114. There was widespread concern among the public with the level of pollution of rivers, noise, air and destruction of forests. There were concern regarding safety and security as well as vandalism in some areas of the City. A more recent perception survey carried out by the Economic Planning Unit confirmed the above findings. It further revealed
a high level of dissatisfaction in respect of accessibility to cultural and recreational facilities and the low level of social interaction and integration in the City.
115. Despite the dissatisfaction with certain aspects of life in the City expressed in the survey, the majority of people in Kuala Lumpur, irrespective of income or skill level, stated their preference to live in Kuala Lumpur rather than any where else. This indicates a sense of identity and pride in their City. All respondents agreed that they have achieved
some degree of upward mobility in all aspects of their lives - socially, economically and in terms of job security.

 i.  Issue

  • Dissatisfaction with certain infrastructure, utilities, services, community and cultural facilities.

5.3 Objective

116. In line with the vision of A World-Class City, the objectives related to income and quality of life are to:

• eradicate poverty and raise the overall income level especially those of the low income group;

• provide opportunities and facilities for residents to attain economic and social progress; and

• provide a clean, pleasant and safe living environment and access to high quality community and cultural facilities as well as public services that are supported by efficient infrastructure.

5.4 Policy and proposal
 5.4.1  Household Income

117. Household income includes both earned and unearned income. ‘Unearned’ income includes rental income (or imputed rental income of owneroccupied houses) and capital gain from property ownership. This is an important factor in the improvement of income and net worth of low income households. As property values increase with the growth of the economy and of the City, the income and net worth of property owning low income households increase.
118. Home ownership shall be the main aim of the City’s low cost housing programmes so that owner-occupiers can enjoy capital gains from their properties. Owners of low cost housing should be permitted to mortgage or sell their properties to realise the capital gains if they so desire. This will enable those in the lower income group to raise funds to finance productive investments in education, business or acquisition of better properties.
119. In spite of the initiatives undertaken by the CHKL to create opportunities to enhance income and to provide housing, health and educational services, there are still poor groups existing in the City.
 
Policy
IC 1: CHKL shall implement measures to increase the ‘unearned’ income component of the net worth of low income households.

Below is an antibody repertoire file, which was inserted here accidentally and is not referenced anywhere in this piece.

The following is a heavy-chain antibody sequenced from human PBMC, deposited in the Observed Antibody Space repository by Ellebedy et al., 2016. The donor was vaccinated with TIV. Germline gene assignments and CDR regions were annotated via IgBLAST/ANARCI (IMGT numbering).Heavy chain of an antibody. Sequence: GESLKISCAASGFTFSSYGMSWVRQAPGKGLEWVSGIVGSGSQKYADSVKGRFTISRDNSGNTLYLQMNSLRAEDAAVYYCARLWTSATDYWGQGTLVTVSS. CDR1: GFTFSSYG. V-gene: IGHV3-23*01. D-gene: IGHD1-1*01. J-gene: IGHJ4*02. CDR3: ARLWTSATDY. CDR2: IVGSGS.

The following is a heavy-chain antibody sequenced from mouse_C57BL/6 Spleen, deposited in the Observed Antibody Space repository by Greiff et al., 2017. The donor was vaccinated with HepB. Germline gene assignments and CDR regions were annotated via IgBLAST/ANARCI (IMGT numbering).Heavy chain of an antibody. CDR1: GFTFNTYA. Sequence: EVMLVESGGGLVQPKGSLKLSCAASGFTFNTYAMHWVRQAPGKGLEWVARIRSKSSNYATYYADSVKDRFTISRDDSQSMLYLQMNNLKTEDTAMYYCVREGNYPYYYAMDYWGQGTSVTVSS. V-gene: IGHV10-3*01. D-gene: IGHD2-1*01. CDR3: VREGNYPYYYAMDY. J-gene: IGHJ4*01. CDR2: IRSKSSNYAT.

IC 2: CHKL shall put more efforts to eradicate poverty including the cooperation with the relevant agencies.
 

Photo 5.2: Home ownership shall be the main aim of the City’s low cost housing programmes so that owner-occupiers can enjoy capital gains from their properties.
120. Some parts of the City, especially the Malay Reservation Areas, traditional kampungs, new villages and dilapidated areas, have low property values even though they are strategically located. Measures shall be taken to realise the full potential of these areas.
 
Policy
IC 3: CHKL shall facilitate the development of the Malay Reservation Areas, traditional kampungs, new villages and dilapidated areas.
121. Development of the Malay Reservation Areas, traditional kampungs and new villages is discussed in Chapter 16.0: Special Areas.

 5.4.2  Social Programme

122. To further assist the low income group and urban poor, CHKL shall provide financial, organisational and expert assistance through its social programmes to raise the income and improve the quality of life. Programmes to support and develop business initiatives for this group shall be encouraged.

Policy
IC 4: CHKL shall promote and expand social programmes for low income communities and the urban poor.
 

Photo 5.3 : ... social programmes for low income communities
and the urban poor.

 5.4.3  Other components of quality of life
 a)  Improvement of public services

123. Good access to high quality public, social and cultural facilities will contribute a great deal to the improvement of the quality of life of the City’s residents. CHKL can provide good governance by recruiting the participation of residents in the improvement of their living environment.

Policy
IC 5: CHKL shall, in coordination with the relevant authorities and agencies and with the involvement of the public, ensures the provision of high quality public services.
 

Photo 5.4: ... the provision of high quality public services.

 b)  Enhancement of the local environment

124. There is a reservoir of support from Kuala Lumpur residents as suggested by their expressed pride in and sense of belonging to their City. To capitalise on this and to enhance the living environment, a ‘self-managed community’ concept could be introduced where the residential communities themselves manage and improve their own areas with CHKL providing support in terms of training, materials and expertise.

Policy
IC 6: CHKL shall adopt the ‘self-managed community’ concept and promote its
implementation in selected residential areas.
 

Photo 5.5: ... a ‘self-managed community’... manage and improve
their own areas...